A long, singular line snaked its way down and around The Complex on Monday, October 15 for at least a good two blocks. Turns out they were hosting not just BØRNS sold-out show with Twin Shadow; curtained off and on the other side, Alina Baraz was set to perform. Fortunately, the show started late enough so timely and latecomers didn’t miss anything.
Twin Shadow (a.k.a. George Lewis Jr.) gave us a surprisingly seasoned, old-souled performance that recalled the days of Don Henley, Cyndi Lauper, Bryan Adams, and other 80’s greats who did campy pop rock right. Simply put: he’s got the formula for earworm music downpat. Soaring raspy vocals and thick harmonies in his performance of “To the Top” and “Five Seconds” evoked goosebumps and a yearning for a ride down memory lane with the top down and wayfarers on. “Old Love/New Love” was alternately soulful and dancy as hell, hearkening early Janet Jackson and Madonna. Definitely worth a listen – and an excellent live performance to pencil in if you missed it.
The throwback fare continued when Garrett Clark Borns, better known as BØRNS came out in basketball shorts, a Nike jersey, and an open matching jacket thrown over it all. More temperature-friendly attire than his get up this past summer at Bonanza (it got super cold pretty quickly that night) that drew breathy comments from the front row like, “I love you. I love you” and “Oh my gosh, he’s like, so skinny!”
Indeed, BØRNS was like a sensual noodle. Slowly, silhouetted by purple light and smoke, he made his way down a flight of shimmery steps. The beginning “Oooohs” of “Past Lives” exited his mouth and bounced off the walls and suddenly, we were engulfed in his singular voice. The instruments just became a part of it.
One gripe about his and Twin Shadow’s performances was the sound quality, which was of, of course, no fault of their own. If the sound wasn’t so staticky and the treble wasn’t turned up so high, maybe we could have better caught the nuances in BØRNS’ impeccable falsetto as he sang those first acappella verses of his opening song, or felt the bass drop harder when the music kicked in. From the crowd, it was hard to make out the lyrics, which contribute substantively to the sweet sentimentality of his singer-songwriter work.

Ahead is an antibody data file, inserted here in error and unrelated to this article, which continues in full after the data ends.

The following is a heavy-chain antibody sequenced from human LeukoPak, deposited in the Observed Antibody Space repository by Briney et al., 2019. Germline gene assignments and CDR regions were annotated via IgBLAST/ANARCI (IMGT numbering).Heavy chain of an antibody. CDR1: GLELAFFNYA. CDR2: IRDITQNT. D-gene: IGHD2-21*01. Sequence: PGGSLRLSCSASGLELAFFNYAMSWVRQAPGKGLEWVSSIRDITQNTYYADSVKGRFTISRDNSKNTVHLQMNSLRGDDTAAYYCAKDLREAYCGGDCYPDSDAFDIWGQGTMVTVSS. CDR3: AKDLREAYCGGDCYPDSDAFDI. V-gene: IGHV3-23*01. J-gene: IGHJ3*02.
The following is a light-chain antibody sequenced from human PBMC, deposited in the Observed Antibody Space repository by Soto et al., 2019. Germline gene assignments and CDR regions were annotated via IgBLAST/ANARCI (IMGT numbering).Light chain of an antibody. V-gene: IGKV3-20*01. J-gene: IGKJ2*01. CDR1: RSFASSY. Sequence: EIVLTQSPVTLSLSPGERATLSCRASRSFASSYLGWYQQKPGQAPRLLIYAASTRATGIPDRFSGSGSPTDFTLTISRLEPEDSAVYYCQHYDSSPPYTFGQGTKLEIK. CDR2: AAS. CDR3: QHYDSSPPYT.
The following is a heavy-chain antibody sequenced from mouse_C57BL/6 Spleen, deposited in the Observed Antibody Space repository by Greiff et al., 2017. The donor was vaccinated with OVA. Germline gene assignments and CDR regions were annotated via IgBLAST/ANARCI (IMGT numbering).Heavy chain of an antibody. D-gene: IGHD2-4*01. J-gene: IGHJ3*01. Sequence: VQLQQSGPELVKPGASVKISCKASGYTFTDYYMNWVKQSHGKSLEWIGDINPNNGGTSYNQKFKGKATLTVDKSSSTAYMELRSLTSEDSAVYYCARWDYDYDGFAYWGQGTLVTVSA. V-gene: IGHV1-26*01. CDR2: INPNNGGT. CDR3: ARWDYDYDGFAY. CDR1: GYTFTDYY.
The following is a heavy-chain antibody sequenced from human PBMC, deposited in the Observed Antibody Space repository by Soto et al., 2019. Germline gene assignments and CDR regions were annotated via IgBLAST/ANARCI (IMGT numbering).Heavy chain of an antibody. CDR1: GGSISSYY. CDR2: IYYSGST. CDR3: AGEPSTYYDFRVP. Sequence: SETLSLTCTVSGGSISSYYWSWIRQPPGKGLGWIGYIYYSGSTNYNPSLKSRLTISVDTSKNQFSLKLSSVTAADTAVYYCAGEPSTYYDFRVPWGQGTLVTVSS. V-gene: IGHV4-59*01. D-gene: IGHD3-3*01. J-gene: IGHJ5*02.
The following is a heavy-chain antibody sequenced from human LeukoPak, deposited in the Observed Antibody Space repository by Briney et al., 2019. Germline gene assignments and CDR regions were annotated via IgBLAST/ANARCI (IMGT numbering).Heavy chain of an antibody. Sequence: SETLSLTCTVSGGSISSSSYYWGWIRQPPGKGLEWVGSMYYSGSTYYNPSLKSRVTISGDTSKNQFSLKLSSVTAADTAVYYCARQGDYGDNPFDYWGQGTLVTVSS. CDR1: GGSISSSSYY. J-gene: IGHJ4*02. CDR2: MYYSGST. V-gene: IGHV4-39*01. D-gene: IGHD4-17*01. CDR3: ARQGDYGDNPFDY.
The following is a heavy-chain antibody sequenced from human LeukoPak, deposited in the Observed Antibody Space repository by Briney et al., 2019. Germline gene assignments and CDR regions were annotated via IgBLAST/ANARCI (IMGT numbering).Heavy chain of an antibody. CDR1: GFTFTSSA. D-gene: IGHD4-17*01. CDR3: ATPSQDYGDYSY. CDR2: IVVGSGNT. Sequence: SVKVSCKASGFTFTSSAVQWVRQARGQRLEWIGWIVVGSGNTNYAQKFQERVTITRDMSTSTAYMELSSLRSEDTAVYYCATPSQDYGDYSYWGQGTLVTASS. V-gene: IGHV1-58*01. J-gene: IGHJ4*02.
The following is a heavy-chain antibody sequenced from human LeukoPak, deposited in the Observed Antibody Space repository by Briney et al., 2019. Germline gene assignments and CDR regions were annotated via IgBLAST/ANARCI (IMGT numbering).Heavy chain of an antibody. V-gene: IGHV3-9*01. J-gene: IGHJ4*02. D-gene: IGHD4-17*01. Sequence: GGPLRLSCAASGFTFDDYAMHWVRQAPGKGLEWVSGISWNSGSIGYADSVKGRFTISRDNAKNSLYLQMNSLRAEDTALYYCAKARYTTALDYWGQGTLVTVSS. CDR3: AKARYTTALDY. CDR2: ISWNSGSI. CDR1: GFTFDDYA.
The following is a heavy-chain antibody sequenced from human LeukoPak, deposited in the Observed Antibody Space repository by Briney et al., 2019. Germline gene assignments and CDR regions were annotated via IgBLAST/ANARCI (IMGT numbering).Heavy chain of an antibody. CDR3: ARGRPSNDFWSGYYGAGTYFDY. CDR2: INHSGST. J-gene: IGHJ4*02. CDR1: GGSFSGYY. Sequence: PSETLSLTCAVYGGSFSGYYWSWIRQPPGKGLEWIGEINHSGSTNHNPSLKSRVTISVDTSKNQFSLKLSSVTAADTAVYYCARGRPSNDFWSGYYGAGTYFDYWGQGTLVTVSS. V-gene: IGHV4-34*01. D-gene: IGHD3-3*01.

As it was, his stage show made up for what the sound lacked. His presence was just as ethereal as before. At times, he slithered across the stage while snapping his fingers; at others, the passion of his own voice seemed to overcome him and caused him to swoop his hair back and clutch his chest. He was feelin’ himself like the anomalous modern sex symbol he was, and everyone was there for it. Periodically, he stood and posed on top of the glittering white piano. He actually sat down long enough to perform two back-to-back covers of Elton John in the middle of his set: “Goodbye Yellow Brick Road,” then “Benny and the Jets.” Right after was another throwback, in the form of Bowie’s “Let’s Dance.” The covers blended impeccably with his own songs; namely, “American Money,” a brooding, sultry love song whose arrangement recalls Lana Del Rey, and “Electric Love,” in the encore.
For more photos from the show, go here.